(We Don’t Recommend Drinking Them All In One Sitting.)

Welcome to Ranked, our recurring column in which we take a long, hard look at sometimes oddly specific things pertaining to Dallas and tell you the order in which you should care about them.

Well, here it is. Since our On Tap column that’s dedicated to reviewing the beers of North Texas officially broke the hundo barrier some time back in 2015 — and since you all love listicles — it was only a matter of time, I suppose.

What was? What am I even talking about here? Good question!

Basically, we decided to look back at all of our review grades, factor in the perspective that time provides us and compile an official ranking of the 100 best beers from North Texas at the moment.

See Also:
The 50 Best Burgers in Dallas. // The Meatiest List In Town.
The 50 Best Barbecue Spots In Dallas. // Yeah. We Got Beef.
The 64 Best Taco Spots In Dallas. // Let’s Taco Bout It.

Still, I request that you proceed with caution, my fellow imbibers! The fact is that we haven’t had a chance to try every single beer that’s brewed locally — and due to the sheer volume that abounds now that the craft beer revolution has long been underway around there parts, that might be an impossible task, actually.

Basically, breweries are pretty much constantly coming out with new beers at this point. It’s a lot to keep up with!

See Also:
Beer & Now. // A Definitive Guide To Every Dallas-Fort Worth Area Brewery Currently In Operation.
Like A Pro. // Everything You Need To Know About How To Not Get Stupid Wasted At A Beer Festival.
Morning Bender. // You Can 8 a.m. Bar Crawl If You Want To.

So, y’know, don’t hate on us because we haven’t ruined our livers on every last drop of suds in the Dallas-Fort Worth region. Better yet, just cut us a little slack, maybe? As you can see from the below links, which lead to full reviews we’ve run on these beers where applicable, we’re doing all we can to stay up on this stuff. And that’s sometimes a tough thing to do when you’ve been drinking.

My point is, this list probably isn’t perfect. But it’s not really meant to be. Consider it a conversation starter, or perhaps a means to discover some great local beers you’ve yet to try. OK? OK.

Now, enough preamble. Onto the rankings. Oh, and cheers!


Four Corners’ La Lechuza (No. 96).
100. Martin House Brewing Company’s Kafkaesque.
99. Grapevine Craft Brewery’s Nightwatch.
98. 903 Brewers’ Trot Line.
97. Revolver Brewing’s Ironhead.
96. Four Corners Brewing Co.’s La Lechuza.
95. Peticolas Brewing Company’s Operation Collaboration.
94. Deep Ellum Brewing Co.’s Double Brown Stout.
93. Peticolas Brewing Company’s The Duke.
92. The Collective Brewing Project’s Mom Azacca.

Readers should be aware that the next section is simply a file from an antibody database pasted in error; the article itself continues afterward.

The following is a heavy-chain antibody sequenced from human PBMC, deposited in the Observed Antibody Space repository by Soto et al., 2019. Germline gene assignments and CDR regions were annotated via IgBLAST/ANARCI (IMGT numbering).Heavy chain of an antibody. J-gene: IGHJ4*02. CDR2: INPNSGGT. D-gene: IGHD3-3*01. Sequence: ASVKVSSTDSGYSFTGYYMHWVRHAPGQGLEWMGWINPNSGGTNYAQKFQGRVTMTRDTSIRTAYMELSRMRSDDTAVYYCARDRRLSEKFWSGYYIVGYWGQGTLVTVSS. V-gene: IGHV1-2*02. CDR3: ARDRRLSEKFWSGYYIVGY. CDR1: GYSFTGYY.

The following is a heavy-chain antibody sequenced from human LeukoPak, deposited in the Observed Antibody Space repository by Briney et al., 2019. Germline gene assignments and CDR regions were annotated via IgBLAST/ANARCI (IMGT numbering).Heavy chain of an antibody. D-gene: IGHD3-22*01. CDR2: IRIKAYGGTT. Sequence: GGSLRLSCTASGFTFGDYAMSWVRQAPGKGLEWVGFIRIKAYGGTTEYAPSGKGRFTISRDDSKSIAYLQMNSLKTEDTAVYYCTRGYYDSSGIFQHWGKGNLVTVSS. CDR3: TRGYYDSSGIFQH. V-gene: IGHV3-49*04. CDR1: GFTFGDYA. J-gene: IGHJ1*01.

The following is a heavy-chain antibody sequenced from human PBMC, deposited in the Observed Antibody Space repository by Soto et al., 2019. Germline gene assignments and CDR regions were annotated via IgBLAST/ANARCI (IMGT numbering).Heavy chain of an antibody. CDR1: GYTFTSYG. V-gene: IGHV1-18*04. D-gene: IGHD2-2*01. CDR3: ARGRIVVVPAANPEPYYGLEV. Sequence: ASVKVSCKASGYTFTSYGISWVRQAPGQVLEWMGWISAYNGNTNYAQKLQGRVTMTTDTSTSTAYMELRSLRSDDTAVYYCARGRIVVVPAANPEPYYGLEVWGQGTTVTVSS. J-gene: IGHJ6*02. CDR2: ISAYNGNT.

91. Audacity Brew House’s Boss Raptor.
90. Community Beer Company’s Funnel Cake Ale. While I am not totally in love with Funnel Cake Ale, I’ll concede that it is a good nod to the classic fairground food favorite. And, to its credit, this beer does have a nostalgic taste to it. Is it high in sugary sweetness? Probably too much so. But it’s still a fun beer to try every now and again.


Oak Highlands’ Chump Change (No. 86).
89. Cedar Creek Brewery’s Lawn Ranger.
88. Shannon Brewing Company’s Chocolate Stout. Shannon Brewing Company, unlike most other DFW breweries, uses flame to heat its kettles. That’s pretty neat, huh?
87. Martin House Brewing Company’s River House.
86. Oak Highlands Brewery’s Chump Change.
85. Martin House Brewing Company’s Gateway XPA.
84. 903 Brewers Sugar On Top.
83. 903 Brewers’ The Chosen One.
82. Martin House Brewing Company’s Cellarman’s Reserve.
81. Shannon Brewing Company’s Irish Red.
80. Martin House Brewing Company’s Gateway Blonde.


Armadillo Ale Works’ Quakertown Stout (No. 73).
79. Community Beer Company’s Razzy. For this one, Community’s brewers started with their excellent Witbier base, then added some extra charm. It’s an all-day drinker, for sure.
78. Braindead Brewing’s Red.
77. Revolver Brewing’s High Brass.
76. Texas Ale Project’s Somethin’ Shady.
75. Deep Ellum Brewing Co.’s Deep Ellum IPA.
74. Lakewood Brewing Co.’s Till and Toil.
73. Armadillo Ale Works’ Quakertown Stout.
72. Grapevine Craft Brewery’s Sir Williams Brown.
71. The Collective Brewing Project’s Petite Golden Sour.
70. Martin House Brewing Company’s Turtle Power. Altbier is not a super popular style, but Martin House doesn’t care about that with this excellent beer that uses blackberries to up its flavor. And this beer is a real hero in a half shell, too: Part of the proceeds from this beer go to a charity that helps turtles.


On Rotation’s Saved By The Belma (No. 69).
69. On Rotation Saved By the Belma.
68. True Vine Brewing Co.’s Unicorn’s Revenge.
67. Lakewood Brewing Co.’s Hopochondria.
66. Lakewood Brewing Co.’s Zomer Pils. There’s a chance that a solid beer like Zomer Pils might get lost in the shuffle with all that Lakewood has going on. But don’t forget about this solid summer seasonal. It’ll make your barbecue that much better, I promise.
65. Martin House Brewing Company’s Rubberneck Red.
64. Community Beer Company’s Texas Pils.
63. Four Corners Brewing Co.’s El Superbee.
62. Deep Ellum Brewing Co.’s Hop Seeker.